Policy

Click on link to access reports and submissions

NACRO Code of Practice for the operation of clothing donation bins

NACRO submission to the National Waste Report 2013

NACRO Media Release: Commercial operation exposed by Fairfax journalist

A statistical Study of Worn Clothing Exports (2008-2012)

E-Waste: Submission to the Enquiry into the Product Stewardship Bill – April 2011

ACCC Media Release: Commercial Recycler makes clear it is not a charity – Dec 2010

Waste: Submission to the QLD Waste Policy Enquiry – Aug 2010

Report: Victorian Charitable Recycling Industry Waste Impacts Study: 2008/09 – May 2010

Waste: Submission to the National Waste Policy Enquiry – May 2009

Sources of Textile Waste in Australia – March 2009 final

Clothing Donation Bins

Members of NACRO believe that a prominently located recycling collection bin is currently the most effective method of collecting clothing donations for distribution to those in need and resale through their op shops to raise funds for their community programs.  

NACRO members have adopted a Code of Practice to ensure that donation bins remain a convenient service for residents to donate to their charity of choice and in turn keep recyclable items from landfill.

In August 2013, NACRO wrote to all local governments across Australia asking them to review and adopt a policy that supports clothing donation bins operated by NACRO members on council managed land.

Resources for councils, including a brochure outlining the issues, the Code of Practice and sample policies adopted by councils are provided at this link.

National Waste Policy

National Waste Report 2013

In 2013, NACRO was approached by the National Waste Reporting Team within the federal Department of Sustainability, Environment, Water, Population and Communities. The team has responsibility for preparing the National Waste Report for 2013. An update of the National Waste Report  2010, the team wanted to include a section on Charitable Recycling.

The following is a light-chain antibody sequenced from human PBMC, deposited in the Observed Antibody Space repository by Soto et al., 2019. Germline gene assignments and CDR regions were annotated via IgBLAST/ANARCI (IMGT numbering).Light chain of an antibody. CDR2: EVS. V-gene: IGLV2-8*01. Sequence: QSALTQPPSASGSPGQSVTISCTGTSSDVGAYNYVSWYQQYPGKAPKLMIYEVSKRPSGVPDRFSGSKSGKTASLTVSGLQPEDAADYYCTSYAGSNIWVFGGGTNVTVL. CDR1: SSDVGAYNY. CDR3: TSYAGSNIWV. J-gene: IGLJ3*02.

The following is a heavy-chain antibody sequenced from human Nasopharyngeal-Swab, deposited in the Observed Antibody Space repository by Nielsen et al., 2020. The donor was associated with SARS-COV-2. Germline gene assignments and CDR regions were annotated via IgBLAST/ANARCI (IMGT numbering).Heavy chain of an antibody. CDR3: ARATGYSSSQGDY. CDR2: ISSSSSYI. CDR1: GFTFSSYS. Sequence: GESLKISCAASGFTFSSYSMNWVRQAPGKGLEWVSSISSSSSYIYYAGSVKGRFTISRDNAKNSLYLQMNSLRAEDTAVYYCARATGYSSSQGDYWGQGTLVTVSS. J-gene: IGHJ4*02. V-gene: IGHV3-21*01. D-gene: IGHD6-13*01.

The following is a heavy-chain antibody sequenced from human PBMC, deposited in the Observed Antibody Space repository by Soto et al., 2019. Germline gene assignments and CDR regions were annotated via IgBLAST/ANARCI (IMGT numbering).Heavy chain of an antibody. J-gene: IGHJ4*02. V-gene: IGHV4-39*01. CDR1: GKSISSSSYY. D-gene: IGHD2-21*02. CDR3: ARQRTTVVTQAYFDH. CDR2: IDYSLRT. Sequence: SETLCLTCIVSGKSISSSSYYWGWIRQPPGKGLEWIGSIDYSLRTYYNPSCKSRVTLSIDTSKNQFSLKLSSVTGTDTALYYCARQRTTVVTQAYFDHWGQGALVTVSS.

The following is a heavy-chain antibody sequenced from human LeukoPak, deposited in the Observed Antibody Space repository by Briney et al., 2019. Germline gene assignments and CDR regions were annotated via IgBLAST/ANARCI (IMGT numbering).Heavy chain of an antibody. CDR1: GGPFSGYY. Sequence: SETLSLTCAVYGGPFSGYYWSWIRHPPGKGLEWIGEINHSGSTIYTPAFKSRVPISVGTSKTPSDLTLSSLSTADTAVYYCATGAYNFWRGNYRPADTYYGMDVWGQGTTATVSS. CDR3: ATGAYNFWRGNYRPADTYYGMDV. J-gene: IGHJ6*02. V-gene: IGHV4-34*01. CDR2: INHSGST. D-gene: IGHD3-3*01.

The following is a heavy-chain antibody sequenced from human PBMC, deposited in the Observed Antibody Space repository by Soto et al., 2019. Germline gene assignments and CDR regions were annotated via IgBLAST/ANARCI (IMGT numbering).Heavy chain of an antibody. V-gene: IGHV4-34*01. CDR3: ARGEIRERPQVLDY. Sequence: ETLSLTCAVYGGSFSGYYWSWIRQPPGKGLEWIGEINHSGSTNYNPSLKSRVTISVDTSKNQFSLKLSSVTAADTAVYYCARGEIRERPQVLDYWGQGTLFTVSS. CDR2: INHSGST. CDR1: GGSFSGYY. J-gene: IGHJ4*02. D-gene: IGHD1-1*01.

NACRO’s submission provides a comprehensive overview of the sector, our role in the community and some of the issues that we have to contend with, including illegal dumping and commercial clothing collectors.

NACRO, on behalf of its members, contributed to the shaping of this national policy via a detailed submission which provided feedback on a number of issues. A copy of this submission can be found here: Waste Submission to the National Waste Policy Enquiry May 2009

Victorian Landfill Levy Relief Program 3

Illegal dumping is a persistent problem in Victoria, imposing significant costs on those affected. In recent years, charitable organisations have experienced increasing waste management costs as the result of illegal dumping at charitable recycling sites across the state.

The Victorian Government is providing financial relief, via the National Association of Charitable Recycling Organisations (NACRO), to charities impacted by illegal dumping, to both reduce dumping and assist charities with waste management costs.

The Victorian government approved a landfill levy relief program–3. It is available to legitimate Victorian Charitable Recyclers and will run from 1st July 2015 until 30th June 2018.

How to lodge a claim

Click here for more information on how to lodge a claim  and to download the claim forms for the 2015-18 program.

Sources of Textile Waste in Australia

The Technical Textiles & Nonwoven Association has produced a discussion paper on “Sources of Textile Waste in Australia” that outlines the issues, questions and scope of the problems of textile waste, while providing insight into the potential economic and environmental benefits that re-use of textile waste as a resource may offer.

The report concludes that the business of regenerating pre-consumer and post-consumer waste in Australia is promising, with the potential to found a new industry and green jobs whilst simultaneously mitigating landfill and providing green inputs to external industries such as the automotive industry.

A copy of TTNA’s report on Sources of Textile Waste can be Found Here: Report Sources of Textile Waste in Australia